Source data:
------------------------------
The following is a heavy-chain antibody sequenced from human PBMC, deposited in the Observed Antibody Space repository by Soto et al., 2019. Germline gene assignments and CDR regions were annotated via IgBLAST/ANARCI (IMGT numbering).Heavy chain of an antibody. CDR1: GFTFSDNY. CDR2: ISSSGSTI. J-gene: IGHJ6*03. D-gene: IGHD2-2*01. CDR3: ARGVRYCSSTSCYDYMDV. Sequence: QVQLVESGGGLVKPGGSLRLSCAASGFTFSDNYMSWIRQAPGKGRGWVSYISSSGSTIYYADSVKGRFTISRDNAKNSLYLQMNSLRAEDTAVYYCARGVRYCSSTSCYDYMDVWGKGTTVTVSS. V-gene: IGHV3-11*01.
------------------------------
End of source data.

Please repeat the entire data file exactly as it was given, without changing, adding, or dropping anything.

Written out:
The following is a heavy-chain antibody sequenced from human PBMC, deposited in the Observed Antibody Space repository by Soto et al., 2019. Germline gene assignments and CDR regions were annotated via IgBLAST/ANARCI (IMGT numbering).Heavy chain of an antibody. CDR1: GFTFSDNY. CDR2: ISSSGSTI. J-gene: IGHJ6*03. D-gene: IGHD2-2*01. CDR3: ARGVRYCSSTSCYDYMDV. Sequence: QVQLVESGGGLVKPGGSLRLSCAASGFTFSDNYMSWIRQAPGKGRGWVSYISSSGSTIYYADSVKGRFTISRDNAKNSLYLQMNSLRAEDTAVYYCARGVRYCSSTSCYDYMDVWGKGTTVTVSS. V-gene: IGHV3-11*01.